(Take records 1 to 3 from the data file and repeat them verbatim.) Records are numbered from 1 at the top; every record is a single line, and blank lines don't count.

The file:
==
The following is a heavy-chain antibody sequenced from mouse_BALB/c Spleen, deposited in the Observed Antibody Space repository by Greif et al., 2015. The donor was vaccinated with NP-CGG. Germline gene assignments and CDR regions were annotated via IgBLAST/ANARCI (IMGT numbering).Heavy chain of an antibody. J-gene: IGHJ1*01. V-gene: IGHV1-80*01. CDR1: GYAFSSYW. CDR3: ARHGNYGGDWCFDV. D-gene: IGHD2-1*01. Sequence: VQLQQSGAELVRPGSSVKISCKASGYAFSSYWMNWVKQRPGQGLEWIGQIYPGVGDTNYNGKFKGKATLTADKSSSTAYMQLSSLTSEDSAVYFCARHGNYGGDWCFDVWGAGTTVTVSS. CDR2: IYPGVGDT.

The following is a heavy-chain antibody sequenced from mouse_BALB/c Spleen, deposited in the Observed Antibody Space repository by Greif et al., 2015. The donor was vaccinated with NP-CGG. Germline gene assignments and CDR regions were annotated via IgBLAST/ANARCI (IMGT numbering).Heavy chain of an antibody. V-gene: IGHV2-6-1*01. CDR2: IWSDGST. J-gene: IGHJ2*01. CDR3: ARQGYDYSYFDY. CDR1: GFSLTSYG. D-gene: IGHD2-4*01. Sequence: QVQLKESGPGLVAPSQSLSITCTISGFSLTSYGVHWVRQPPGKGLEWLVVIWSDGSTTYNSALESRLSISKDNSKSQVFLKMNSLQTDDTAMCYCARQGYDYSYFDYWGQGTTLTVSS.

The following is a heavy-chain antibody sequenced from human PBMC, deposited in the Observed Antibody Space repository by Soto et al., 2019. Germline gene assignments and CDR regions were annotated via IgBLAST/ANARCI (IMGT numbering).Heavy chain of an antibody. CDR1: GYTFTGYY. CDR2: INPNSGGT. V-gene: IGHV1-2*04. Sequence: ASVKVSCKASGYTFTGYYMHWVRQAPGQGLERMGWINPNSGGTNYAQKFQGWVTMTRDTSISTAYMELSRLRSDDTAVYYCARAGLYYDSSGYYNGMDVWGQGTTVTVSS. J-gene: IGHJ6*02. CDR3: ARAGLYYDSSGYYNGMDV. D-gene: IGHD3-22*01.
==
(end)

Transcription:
The following is a heavy-chain antibody sequenced from mouse_BALB/c Spleen, deposited in the Observed Antibody Space repository by Greif et al., 2015. The donor was vaccinated with NP-CGG. Germline gene assignments and CDR regions were annotated via IgBLAST/ANARCI (IMGT numbering).Heavy chain of an antibody. J-gene: IGHJ1*01. V-gene: IGHV1-80*01. CDR1: GYAFSSYW. CDR3: ARHGNYGGDWCFDV. D-gene: IGHD2-1*01. Sequence: VQLQQSGAELVRPGSSVKISCKASGYAFSSYWMNWVKQRPGQGLEWIGQIYPGVGDTNYNGKFKGKATLTADKSSSTAYMQLSSLTSEDSAVYFCARHGNYGGDWCFDVWGAGTTVTVSS. CDR2: IYPGVGDT.

The following is a heavy-chain antibody sequenced from mouse_BALB/c Spleen, deposited in the Observed Antibody Space repository by Greif et al., 2015. The donor was vaccinated with NP-CGG. Germline gene assignments and CDR regions were annotated via IgBLAST/ANARCI (IMGT numbering).Heavy chain of an antibody. V-gene: IGHV2-6-1*01. CDR2: IWSDGST. J-gene: IGHJ2*01. CDR3: ARQGYDYSYFDY. CDR1: GFSLTSYG. D-gene: IGHD2-4*01. Sequence: QVQLKESGPGLVAPSQSLSITCTISGFSLTSYGVHWVRQPPGKGLEWLVVIWSDGSTTYNSALESRLSISKDNSKSQVFLKMNSLQTDDTAMCYCARQGYDYSYFDYWGQGTTLTVSS.

The following is a heavy-chain antibody sequenced from human PBMC, deposited in the Observed Antibody Space repository by Soto et al., 2019. Germline gene assignments and CDR regions were annotated via IgBLAST/ANARCI (IMGT numbering).Heavy chain of an antibody. CDR1: GYTFTGYY. CDR2: INPNSGGT. V-gene: IGHV1-2*04. Sequence: ASVKVSCKASGYTFTGYYMHWVRQAPGQGLERMGWINPNSGGTNYAQKFQGWVTMTRDTSISTAYMELSRLRSDDTAVYYCARAGLYYDSSGYYNGMDVWGQGTTVTVSS. J-gene: IGHJ6*02. CDR3: ARAGLYYDSSGYYNGMDV. D-gene: IGHD3-22*01.